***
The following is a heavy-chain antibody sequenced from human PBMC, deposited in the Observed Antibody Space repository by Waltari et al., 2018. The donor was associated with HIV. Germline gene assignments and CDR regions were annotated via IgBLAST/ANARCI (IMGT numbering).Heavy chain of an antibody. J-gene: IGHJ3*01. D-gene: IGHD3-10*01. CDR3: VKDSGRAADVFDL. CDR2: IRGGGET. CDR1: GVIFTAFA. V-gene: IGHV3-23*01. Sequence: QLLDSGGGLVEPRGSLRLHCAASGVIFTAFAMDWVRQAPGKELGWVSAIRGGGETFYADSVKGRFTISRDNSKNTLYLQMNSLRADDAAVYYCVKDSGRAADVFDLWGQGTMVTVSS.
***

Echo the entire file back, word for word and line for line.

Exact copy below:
The following is a heavy-chain antibody sequenced from human PBMC, deposited in the Observed Antibody Space repository by Waltari et al., 2018. The donor was associated with HIV. Germline gene assignments and CDR regions were annotated via IgBLAST/ANARCI (IMGT numbering).Heavy chain of an antibody. J-gene: IGHJ3*01. D-gene: IGHD3-10*01. CDR3: VKDSGRAADVFDL. CDR2: IRGGGET. CDR1: GVIFTAFA. V-gene: IGHV3-23*01. Sequence: QLLDSGGGLVEPRGSLRLHCAASGVIFTAFAMDWVRQAPGKELGWVSAIRGGGETFYADSVKGRFTISRDNSKNTLYLQMNSLRADDAAVYYCVKDSGRAADVFDLWGQGTMVTVSS.